D Day the Sixth of June – Richard Todd and Robert Taylor

I liked this film and do remember seeing it at the local cinema. It was certainly action packed at the end with a realistic re-inactment of the D Day Landing which we have just been watching today as we honour those who took part at the commencement of the Liberation of Europe.


Another big-budget WWII adventure, filmed in colour and widescreen by Fox released in the UK on 15 October 1956.


The film has a climatic  battle sequence, while quite well done. The film stars American Robert Taylor and British Actor  Richard Todd and Dana Wynter. T


he  film  remains highly watchable. It would be good to see it again on the Cinemascope Screen.


D Day the Sixth of June 3

This man ABOVE – Richard Todd of course would know all about D Day the Sixth of June – he was involved in it and was one of the first – if not the very first – to parachute into Northern France from a Glider in an attempt – which proved successful – of taking and holding Pegasus Bridge


D Day the Sixth of June

Actions Shots from the Film

D Day the Sixth of June 2 RICHARD TODD – D DAY – The First Paratrooper to land in the invasion.


In June 11 th 2009 just about 7 months before he died a  group of friends put on a lavish birthday party at Grantham House in Lincolnshire. “They’re keeping it all very secret, but I know many senior military and RAF officials are attending, as well as the three county Lord Lieutenants,” he said at the time. Trained at Sandhurst, Todd volunteered for army service in the autumn of 1939, just as his acting career was beginning to take off.


After the war, he became a household name, starring in more than 20 box-office successes including The Dam Busters, Robin Hood and Hasty Heart, in which he played alongside Ronald Reagan. However, the role he cherishes most is the one he played in the British Army’s 6th Airborne Division. During the Normandy invasion in June 1944, his unit was put in charge of securing the east side of the beach landing areas and opening up communication routes for the rest of the Allied troops.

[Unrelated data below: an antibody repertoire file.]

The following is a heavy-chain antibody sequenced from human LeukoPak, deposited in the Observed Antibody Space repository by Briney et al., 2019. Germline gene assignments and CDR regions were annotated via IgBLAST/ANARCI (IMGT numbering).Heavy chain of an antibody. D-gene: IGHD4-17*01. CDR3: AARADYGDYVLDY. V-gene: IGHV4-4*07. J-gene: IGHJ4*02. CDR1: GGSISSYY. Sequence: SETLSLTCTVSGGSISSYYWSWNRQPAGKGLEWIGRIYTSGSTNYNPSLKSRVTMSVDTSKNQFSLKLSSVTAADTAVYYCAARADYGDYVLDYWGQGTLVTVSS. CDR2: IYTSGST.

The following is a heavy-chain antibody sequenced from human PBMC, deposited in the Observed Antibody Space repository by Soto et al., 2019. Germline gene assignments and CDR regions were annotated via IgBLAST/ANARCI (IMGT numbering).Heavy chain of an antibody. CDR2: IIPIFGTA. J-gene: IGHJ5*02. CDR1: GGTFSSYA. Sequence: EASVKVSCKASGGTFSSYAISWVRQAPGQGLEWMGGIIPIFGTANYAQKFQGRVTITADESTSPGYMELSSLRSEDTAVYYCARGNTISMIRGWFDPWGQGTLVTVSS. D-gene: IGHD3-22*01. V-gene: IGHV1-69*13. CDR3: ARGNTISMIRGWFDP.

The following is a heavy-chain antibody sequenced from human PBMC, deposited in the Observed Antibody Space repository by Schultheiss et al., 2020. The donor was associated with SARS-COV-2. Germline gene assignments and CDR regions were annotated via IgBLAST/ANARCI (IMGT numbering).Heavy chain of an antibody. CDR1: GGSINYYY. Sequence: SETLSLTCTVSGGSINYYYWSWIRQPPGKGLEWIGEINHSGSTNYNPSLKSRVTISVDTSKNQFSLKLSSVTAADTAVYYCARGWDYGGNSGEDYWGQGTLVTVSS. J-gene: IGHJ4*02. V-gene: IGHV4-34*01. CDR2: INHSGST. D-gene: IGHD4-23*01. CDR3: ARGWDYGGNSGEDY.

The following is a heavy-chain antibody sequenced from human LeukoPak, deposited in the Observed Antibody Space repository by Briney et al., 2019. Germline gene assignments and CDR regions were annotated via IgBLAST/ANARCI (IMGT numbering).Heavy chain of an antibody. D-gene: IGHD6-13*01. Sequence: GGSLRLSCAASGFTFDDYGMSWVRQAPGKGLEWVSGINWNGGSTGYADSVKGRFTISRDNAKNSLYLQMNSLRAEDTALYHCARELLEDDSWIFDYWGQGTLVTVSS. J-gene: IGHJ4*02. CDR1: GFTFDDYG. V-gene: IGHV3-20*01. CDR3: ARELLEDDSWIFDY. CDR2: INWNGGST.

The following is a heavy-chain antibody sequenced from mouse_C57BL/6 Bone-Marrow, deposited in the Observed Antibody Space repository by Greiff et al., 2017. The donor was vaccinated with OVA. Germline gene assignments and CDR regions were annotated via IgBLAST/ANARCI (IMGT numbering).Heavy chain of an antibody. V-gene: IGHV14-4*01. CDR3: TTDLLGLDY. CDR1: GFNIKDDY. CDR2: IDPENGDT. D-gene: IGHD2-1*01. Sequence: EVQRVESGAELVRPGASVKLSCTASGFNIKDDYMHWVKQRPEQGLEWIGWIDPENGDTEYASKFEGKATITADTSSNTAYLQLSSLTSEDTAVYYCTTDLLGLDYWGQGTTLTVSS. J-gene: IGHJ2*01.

Todd was the first to jump out of the plane. “That wasn’t my idea,” he recalls, “I was supposed to be on plane number 33, but when I got to the aircraft I discovered the pilot was extremely senior and one of the most experienced there. He wanted to go in first, because he had the creme crew.


My immediate thought was: ‘Oh Lord, I’m going to be the first on the ground.’” His moment came at 0040 on Tuesday 6th June. “As I parachuted down, the noise became more overwhelming – machine-guns, shells and mortars. It was impossible to tell who anyone was. I could see shapes but didn’t know if they were the opposition. By luck, the place where I actually dropped was the very track that led to our battalion rendezvous.


So I had no trouble finding it. Other chaps were dropped miles away, in areas inundated by Germans. Some landed in the flooded marshes and drowned. “I was looking back at the incoming aircraft and realised a lot were getting knocked shot down all over the place. If I had been in plane 33 as planned, there was definitely more chance I wouldn’t have survived.”


Pegasus Bridge 3


More than 600 men in the 6th Airborne Division, from the 7th Parachute Batallion, jumped from planes that night, but according to  Richard Todd, only around 160 made it to the RV. From there, they were led by commanding officer Lt Col Geoffrey Pine-Coffin towards the bridges over the river Orne and the Caen canal. “We lost a few more en route, and then even more getting from one bridge to the other. It was swampy ground, and a lot of chaps were caught out in the floods and mud.” The bridges had already been seized by a glider force, led by Major John Howard.


The task for  Richard Todd and his team was to stop the German forces getting reinforcements to the beach. “We got to Pegasus Bridge at the same moment as the German reaction opened up. There was a lot of firing and we lost another 65 men on the bridges.” Exhausted, they carried on fighting for 21 hours and weren’t relieved until 10pm the following night.


Pegasus Bridge


Eighteen years after the events at Pegasus Bridge, Todd went on to play Major Howard in the 1962 war film, The Longest Day, alongside John Wayne, Richard Burton and Robert Mitchum.